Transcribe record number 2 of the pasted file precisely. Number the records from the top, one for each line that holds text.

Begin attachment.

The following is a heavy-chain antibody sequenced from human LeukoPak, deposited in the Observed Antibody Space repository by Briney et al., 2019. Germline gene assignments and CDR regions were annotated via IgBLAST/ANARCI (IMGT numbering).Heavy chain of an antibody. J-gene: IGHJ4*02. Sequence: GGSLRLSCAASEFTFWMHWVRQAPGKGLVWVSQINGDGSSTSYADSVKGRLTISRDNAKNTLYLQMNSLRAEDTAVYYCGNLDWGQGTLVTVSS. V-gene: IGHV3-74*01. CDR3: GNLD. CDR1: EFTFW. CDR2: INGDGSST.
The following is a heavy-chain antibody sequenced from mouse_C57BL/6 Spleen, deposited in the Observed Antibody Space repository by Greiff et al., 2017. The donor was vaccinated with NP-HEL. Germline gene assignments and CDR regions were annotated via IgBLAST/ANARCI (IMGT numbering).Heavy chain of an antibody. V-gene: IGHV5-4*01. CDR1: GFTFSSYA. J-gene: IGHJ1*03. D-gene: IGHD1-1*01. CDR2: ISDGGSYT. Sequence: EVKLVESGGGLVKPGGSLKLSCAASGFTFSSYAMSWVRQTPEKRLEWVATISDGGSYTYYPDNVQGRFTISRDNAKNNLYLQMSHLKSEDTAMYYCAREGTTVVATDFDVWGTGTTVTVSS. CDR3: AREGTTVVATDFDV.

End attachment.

The following is a heavy-chain antibody sequenced from mouse_C57BL/6 Spleen, deposited in the Observed Antibody Space repository by Greiff et al., 2017. The donor was vaccinated with NP-HEL. Germline gene assignments and CDR regions were annotated via IgBLAST/ANARCI (IMGT numbering).Heavy chain of an antibody. V-gene: IGHV5-4*01. CDR1: GFTFSSYA. J-gene: IGHJ1*03. D-gene: IGHD1-1*01. CDR2: ISDGGSYT. Sequence: EVKLVESGGGLVKPGGSLKLSCAASGFTFSSYAMSWVRQTPEKRLEWVATISDGGSYTYYPDNVQGRFTISRDNAKNNLYLQMSHLKSEDTAMYYCAREGTTVVATDFDVWGTGTTVTVSS. CDR3: AREGTTVVATDFDV.